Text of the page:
Safe-schools advocates and LGBT-equality supporters can celebrate in Minnesota: The state legislature has approved the Safe and Supportive Minnesota Schools Act, a major expansion of the state’s safe schools law. The governor plans to sign the bill today.
[UPDATE: Twitter has lit up with the news that the governor has signed the Act into law. Per the Act’s own terms, some parts of the law will take effect tomorrow (Thursday), other parts in July, and other parts by the start of the next school year. The Pioneer Press provides an additional update here.]
The Act requires school districts to enact anti-bullying policies, and it defines bullying to include, among other things, intimidating and abusive conduct based on a student’s actual or perceived sexual orientation, gender identity or gender expression.
Opponents of the bill resorted to absurd exaggerations and lies in their effort to stop the legislation.
Representative Jim Newberger invoked fears of a totalitarian state, saying, “If this isn’t a mirror image of [the novel] ‘1984,’ I don’t know what is. The only difference is George Orwell was off by 30 years.”
A “mirror image”? The “only difference”? Really?
Orwell’s 1984 depicts a future where the government engages in perpetual war and attempts to control virtually every aspect of citizens’ lives, including their private thoughts. If Representative Newberger cannot spot any differences between the Safe and Supportive Minnesota Schools Act—which addresses only the mistreatment of schoolchildren entrusted to the state’s care—and Orwell’s horrifying dystopia, then perhaps Representative Newberger should try re-reading Orwell’s book, the new Minnesota legislation he opposes, or both. (Incidentally, this is hardly the first time opponents of anti-bullying laws have drawn ridiculous comparisons to Orwell’s novel.)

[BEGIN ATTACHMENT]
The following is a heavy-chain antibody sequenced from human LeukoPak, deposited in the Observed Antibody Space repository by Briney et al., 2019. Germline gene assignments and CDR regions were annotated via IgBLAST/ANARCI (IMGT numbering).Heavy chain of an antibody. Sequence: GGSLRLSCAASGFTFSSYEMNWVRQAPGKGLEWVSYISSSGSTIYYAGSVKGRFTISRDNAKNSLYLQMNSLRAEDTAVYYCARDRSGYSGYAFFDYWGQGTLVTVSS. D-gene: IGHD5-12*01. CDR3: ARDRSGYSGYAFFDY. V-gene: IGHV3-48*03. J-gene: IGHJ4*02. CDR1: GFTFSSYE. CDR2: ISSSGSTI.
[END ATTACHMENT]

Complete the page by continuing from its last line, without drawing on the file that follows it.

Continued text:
Other opponents raised fears about sexuality education, which the bill doesn’t address. Representative Glenn Gruenhagen worried (or purported to worry) about students’ being exposed to “filthy, perverted information.” [Additional Update: David Bash has this report about additional disturbing comments from Rep. Gruenhagen.]
Opponents also claimed, as anti-LGBT activists typically do, that the bill would grant special protections to particular students or groups. But this is false. The legislation protects all students from intimidating, threatening and abusive conduct, including but not limited to bullying based on actual or perceived race, ethnicity, religion, sex, disability, physical appearance, sexual orientation, gender identity or gender expression.
In the end, the misinformation campaign failed, and the bill passed the state House 69-63. The state’s Senate approved the bill 36-31 last week, so it now goes to the governor for his signature.